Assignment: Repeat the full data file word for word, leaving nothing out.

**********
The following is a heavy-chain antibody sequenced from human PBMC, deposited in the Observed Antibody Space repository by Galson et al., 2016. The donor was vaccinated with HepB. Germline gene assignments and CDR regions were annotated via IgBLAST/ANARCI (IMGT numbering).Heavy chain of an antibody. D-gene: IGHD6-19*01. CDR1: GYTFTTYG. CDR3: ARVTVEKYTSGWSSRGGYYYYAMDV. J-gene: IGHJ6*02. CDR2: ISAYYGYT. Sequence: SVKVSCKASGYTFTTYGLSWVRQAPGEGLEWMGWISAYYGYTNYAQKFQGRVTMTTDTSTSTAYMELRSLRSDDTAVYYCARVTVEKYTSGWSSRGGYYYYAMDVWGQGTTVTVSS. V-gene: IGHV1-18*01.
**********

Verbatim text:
The following is a heavy-chain antibody sequenced from human PBMC, deposited in the Observed Antibody Space repository by Galson et al., 2016. The donor was vaccinated with HepB. Germline gene assignments and CDR regions were annotated via IgBLAST/ANARCI (IMGT numbering).Heavy chain of an antibody. D-gene: IGHD6-19*01. CDR1: GYTFTTYG. CDR3: ARVTVEKYTSGWSSRGGYYYYAMDV. J-gene: IGHJ6*02. CDR2: ISAYYGYT. Sequence: SVKVSCKASGYTFTTYGLSWVRQAPGEGLEWMGWISAYYGYTNYAQKFQGRVTMTTDTSTSTAYMELRSLRSDDTAVYYCARVTVEKYTSGWSSRGGYYYYAMDVWGQGTTVTVSS. V-gene: IGHV1-18*01.